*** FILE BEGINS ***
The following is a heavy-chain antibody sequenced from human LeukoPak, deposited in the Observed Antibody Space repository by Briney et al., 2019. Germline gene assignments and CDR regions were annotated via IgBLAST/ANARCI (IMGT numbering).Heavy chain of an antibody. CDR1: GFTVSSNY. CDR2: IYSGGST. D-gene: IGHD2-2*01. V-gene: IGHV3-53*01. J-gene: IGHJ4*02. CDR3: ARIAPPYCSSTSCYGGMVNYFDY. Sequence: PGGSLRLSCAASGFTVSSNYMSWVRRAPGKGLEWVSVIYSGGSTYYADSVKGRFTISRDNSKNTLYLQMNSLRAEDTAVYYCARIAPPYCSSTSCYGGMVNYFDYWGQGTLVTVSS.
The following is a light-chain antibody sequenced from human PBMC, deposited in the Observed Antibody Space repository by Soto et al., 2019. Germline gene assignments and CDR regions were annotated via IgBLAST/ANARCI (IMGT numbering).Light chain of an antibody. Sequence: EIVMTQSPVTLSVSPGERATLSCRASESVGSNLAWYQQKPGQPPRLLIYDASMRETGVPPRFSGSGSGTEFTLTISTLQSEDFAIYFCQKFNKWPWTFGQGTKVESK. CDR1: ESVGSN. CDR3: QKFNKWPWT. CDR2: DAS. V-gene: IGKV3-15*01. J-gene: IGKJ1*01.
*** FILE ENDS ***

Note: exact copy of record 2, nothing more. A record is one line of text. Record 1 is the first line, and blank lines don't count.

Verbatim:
The following is a light-chain antibody sequenced from human PBMC, deposited in the Observed Antibody Space repository by Soto et al., 2019. Germline gene assignments and CDR regions were annotated via IgBLAST/ANARCI (IMGT numbering).Light chain of an antibody. Sequence: EIVMTQSPVTLSVSPGERATLSCRASESVGSNLAWYQQKPGQPPRLLIYDASMRETGVPPRFSGSGSGTEFTLTISTLQSEDFAIYFCQKFNKWPWTFGQGTKVESK. CDR1: ESVGSN. CDR3: QKFNKWPWT. CDR2: DAS. V-gene: IGKV3-15*01. J-gene: IGKJ1*01.